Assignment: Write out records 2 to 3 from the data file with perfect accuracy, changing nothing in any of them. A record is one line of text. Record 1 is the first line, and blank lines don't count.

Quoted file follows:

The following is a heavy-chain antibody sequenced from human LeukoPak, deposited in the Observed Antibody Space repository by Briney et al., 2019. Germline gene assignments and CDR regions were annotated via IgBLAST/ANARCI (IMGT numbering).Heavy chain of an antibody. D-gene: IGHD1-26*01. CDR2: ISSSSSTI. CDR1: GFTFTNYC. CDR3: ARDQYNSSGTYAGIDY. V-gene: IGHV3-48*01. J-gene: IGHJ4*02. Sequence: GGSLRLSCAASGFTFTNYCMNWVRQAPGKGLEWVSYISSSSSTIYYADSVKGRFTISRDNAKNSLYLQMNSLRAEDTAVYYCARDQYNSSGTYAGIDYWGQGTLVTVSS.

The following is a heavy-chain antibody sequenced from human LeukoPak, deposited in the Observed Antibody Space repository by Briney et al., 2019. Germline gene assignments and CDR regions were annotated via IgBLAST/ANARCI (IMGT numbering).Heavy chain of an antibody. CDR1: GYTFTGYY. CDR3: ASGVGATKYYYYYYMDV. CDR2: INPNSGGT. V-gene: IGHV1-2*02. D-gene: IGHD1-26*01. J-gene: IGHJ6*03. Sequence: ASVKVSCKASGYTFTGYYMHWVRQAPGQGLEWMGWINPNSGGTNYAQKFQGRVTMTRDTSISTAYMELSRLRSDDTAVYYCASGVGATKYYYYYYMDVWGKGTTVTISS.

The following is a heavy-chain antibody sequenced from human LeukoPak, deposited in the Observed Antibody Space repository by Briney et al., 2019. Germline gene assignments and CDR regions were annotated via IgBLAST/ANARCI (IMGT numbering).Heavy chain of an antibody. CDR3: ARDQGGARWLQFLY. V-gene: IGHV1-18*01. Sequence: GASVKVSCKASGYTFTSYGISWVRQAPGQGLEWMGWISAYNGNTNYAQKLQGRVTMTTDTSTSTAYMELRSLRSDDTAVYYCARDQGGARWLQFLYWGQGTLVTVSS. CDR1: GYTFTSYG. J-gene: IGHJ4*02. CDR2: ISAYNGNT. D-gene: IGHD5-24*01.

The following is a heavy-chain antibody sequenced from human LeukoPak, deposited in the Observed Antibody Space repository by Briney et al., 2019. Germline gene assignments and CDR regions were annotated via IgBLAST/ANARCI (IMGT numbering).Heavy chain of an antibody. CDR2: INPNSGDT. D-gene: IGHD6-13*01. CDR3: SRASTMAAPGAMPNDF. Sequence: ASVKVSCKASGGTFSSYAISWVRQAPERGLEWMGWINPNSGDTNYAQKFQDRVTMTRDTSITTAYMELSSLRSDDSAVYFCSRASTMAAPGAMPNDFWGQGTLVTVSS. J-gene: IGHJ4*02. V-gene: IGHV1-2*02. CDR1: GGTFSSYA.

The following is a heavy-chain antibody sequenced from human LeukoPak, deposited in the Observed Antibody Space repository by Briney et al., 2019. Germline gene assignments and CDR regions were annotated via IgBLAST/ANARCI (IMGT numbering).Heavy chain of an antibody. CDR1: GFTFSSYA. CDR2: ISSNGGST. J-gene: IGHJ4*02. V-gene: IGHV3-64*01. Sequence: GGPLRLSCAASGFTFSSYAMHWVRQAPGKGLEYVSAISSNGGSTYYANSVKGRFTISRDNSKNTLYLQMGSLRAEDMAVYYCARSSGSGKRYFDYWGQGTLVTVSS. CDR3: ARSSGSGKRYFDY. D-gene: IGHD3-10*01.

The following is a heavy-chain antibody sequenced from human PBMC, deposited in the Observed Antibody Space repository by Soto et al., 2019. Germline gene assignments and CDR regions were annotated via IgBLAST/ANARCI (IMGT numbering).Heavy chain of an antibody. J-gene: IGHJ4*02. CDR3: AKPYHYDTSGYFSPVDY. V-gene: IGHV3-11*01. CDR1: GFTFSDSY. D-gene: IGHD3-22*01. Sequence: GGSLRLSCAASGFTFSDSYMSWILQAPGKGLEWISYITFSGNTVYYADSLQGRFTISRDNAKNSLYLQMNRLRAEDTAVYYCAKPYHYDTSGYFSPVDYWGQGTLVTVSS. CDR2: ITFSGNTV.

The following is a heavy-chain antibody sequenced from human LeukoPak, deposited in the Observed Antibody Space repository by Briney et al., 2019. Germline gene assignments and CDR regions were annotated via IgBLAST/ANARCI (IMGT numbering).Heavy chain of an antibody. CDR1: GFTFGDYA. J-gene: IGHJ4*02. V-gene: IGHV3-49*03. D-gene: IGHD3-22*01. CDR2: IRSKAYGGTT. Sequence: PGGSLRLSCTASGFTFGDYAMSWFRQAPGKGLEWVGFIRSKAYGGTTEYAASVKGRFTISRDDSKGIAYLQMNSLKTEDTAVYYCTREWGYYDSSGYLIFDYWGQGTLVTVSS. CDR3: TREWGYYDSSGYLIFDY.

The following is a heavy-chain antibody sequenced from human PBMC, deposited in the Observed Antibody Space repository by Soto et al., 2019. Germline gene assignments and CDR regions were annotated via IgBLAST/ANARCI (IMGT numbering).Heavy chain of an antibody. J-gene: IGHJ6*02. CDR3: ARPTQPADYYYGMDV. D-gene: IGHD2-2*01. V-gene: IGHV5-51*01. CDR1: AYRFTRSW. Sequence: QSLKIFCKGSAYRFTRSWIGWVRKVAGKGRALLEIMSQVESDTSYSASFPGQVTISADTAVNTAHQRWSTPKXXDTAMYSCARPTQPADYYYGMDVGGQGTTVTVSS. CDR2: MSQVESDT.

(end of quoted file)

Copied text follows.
The following is a heavy-chain antibody sequenced from human LeukoPak, deposited in the Observed Antibody Space repository by Briney et al., 2019. Germline gene assignments and CDR regions were annotated via IgBLAST/ANARCI (IMGT numbering).Heavy chain of an antibody. CDR1: GYTFTGYY. CDR3: ASGVGATKYYYYYYMDV. CDR2: INPNSGGT. V-gene: IGHV1-2*02. D-gene: IGHD1-26*01. J-gene: IGHJ6*03. Sequence: ASVKVSCKASGYTFTGYYMHWVRQAPGQGLEWMGWINPNSGGTNYAQKFQGRVTMTRDTSISTAYMELSRLRSDDTAVYYCASGVGATKYYYYYYMDVWGKGTTVTISS.

The following is a heavy-chain antibody sequenced from human LeukoPak, deposited in the Observed Antibody Space repository by Briney et al., 2019. Germline gene assignments and CDR regions were annotated via IgBLAST/ANARCI (IMGT numbering).Heavy chain of an antibody. CDR3: ARDQGGARWLQFLY. V-gene: IGHV1-18*01. Sequence: GASVKVSCKASGYTFTSYGISWVRQAPGQGLEWMGWISAYNGNTNYAQKLQGRVTMTTDTSTSTAYMELRSLRSDDTAVYYCARDQGGARWLQFLYWGQGTLVTVSS. CDR1: GYTFTSYG. J-gene: IGHJ4*02. CDR2: ISAYNGNT. D-gene: IGHD5-24*01.